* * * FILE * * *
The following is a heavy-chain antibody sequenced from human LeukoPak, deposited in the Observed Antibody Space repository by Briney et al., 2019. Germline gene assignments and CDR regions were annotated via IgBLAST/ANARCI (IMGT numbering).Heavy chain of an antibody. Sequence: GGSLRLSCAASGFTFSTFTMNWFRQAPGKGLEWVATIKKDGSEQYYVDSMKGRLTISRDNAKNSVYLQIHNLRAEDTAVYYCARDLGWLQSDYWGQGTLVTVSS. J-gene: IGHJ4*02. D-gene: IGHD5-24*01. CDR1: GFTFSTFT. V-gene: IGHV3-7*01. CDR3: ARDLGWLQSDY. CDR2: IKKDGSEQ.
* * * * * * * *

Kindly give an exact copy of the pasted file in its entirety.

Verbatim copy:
The following is a heavy-chain antibody sequenced from human LeukoPak, deposited in the Observed Antibody Space repository by Briney et al., 2019. Germline gene assignments and CDR regions were annotated via IgBLAST/ANARCI (IMGT numbering).Heavy chain of an antibody. Sequence: GGSLRLSCAASGFTFSTFTMNWFRQAPGKGLEWVATIKKDGSEQYYVDSMKGRLTISRDNAKNSVYLQIHNLRAEDTAVYYCARDLGWLQSDYWGQGTLVTVSS. J-gene: IGHJ4*02. D-gene: IGHD5-24*01. CDR1: GFTFSTFT. V-gene: IGHV3-7*01. CDR3: ARDLGWLQSDY. CDR2: IKKDGSEQ.